I've want to erase the elements of the std::map from beginIt to endIt. erase function returns the iterator to the element that follows the last element removed. isn't it endIt ? Why the erase returns iterator ?

auto it = m_map.erase(beginIt, endIt);

It's a useful feature that the C++ standard library adopts for all its containers.

One good use in particular is when you are deleting a set of elements subject to a constraint and you are iterating over the whole container. Obviously deleting something from a container invalidates the iterator that you passed. To return the next candidate iterator is useful.

  • It is always true only only for single-argument functions and for two-arguments for some containers. Two-argument erase on map does not invalidate endIt Mar 24 '16 at 19:53
  • It is not useful for range erase on map in any way.
    – SergeyA
    Mar 24 '16 at 19:54
  • @SergeyA Except when you want to do something like erase all keys bigger/smaller than a value.
    – Barry
    Mar 24 '16 at 20:10
  • @Barry, not sure what do you mean. erase() needs either key or iterators. To do something like you are saying you first need to use lower_bound, and than use resulting iterators.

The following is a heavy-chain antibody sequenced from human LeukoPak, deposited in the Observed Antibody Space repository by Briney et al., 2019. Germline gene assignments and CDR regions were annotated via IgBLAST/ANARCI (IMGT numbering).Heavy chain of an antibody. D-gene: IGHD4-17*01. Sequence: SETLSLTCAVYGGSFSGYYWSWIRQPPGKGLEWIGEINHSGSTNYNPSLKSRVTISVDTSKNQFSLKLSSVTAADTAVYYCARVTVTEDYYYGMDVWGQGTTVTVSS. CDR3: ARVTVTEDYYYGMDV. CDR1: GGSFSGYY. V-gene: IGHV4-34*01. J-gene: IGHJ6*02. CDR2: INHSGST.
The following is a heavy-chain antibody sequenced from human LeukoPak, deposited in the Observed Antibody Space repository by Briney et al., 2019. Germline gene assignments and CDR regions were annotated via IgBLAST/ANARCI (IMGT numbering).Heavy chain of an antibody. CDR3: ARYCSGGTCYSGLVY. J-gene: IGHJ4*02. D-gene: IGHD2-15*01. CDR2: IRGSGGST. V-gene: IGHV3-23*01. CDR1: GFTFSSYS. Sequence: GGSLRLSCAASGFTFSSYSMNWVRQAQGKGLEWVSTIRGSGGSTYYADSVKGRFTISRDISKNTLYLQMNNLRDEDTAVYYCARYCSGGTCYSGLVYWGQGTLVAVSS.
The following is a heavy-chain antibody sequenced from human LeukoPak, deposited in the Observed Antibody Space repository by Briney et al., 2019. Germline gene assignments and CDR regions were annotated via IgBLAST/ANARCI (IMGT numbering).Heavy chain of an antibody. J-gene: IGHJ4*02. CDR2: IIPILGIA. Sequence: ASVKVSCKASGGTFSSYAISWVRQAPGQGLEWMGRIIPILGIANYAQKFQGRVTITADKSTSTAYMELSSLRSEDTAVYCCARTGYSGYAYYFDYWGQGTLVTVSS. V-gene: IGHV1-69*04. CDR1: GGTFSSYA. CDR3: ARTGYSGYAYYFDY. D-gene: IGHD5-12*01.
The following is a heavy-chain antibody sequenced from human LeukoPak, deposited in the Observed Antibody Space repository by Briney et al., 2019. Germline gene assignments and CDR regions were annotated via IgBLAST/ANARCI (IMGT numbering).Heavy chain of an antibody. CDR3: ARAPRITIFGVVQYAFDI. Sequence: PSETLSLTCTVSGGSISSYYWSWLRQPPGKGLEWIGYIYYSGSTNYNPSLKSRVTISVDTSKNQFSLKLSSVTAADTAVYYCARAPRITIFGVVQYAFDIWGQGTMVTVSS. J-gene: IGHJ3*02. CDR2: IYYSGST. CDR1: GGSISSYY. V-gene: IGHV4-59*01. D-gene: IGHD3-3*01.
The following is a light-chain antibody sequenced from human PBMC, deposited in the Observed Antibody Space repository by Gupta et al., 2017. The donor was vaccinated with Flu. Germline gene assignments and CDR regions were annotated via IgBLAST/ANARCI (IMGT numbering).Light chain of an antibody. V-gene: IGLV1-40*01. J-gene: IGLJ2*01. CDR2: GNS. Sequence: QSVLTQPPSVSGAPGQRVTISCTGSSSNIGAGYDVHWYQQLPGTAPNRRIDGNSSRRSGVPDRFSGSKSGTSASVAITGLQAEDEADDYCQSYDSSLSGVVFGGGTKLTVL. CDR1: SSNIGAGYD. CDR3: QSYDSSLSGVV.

– SergeyA
    Mar 24 '16 at 20:28
  • 1
    @SergeyA Please stop commenting. That last one doesn't even mean anything. Yes of course the iterators don't just conjure out of thin air.
    – Barry
    Mar 24 '16 at 20:29

I believe this is due to trying to unify function calls across the standard container types. For example, in an std::vector the returned iterator is not the same as endIt

  • Is there a case for the std::map where (it != endIt) ? Mar 24 '16 at 19:53
  • Why are you saying this? std::vector::erase returns iterator following the last removed element, the same as std::map::erase.
    – SergeyA
    Mar 24 '16 at 19:53
  • 1
    @SergeyA std::map::erase(beg, end) returns end. std::vector::erase(beg, end) returns iterator to element end was pointing, not end itself . Mar 24 '16 at 19:56
  • @Revolver_Ocelot, I misunderstood the answer.
    – SergeyA
    Mar 24 '16 at 19:59

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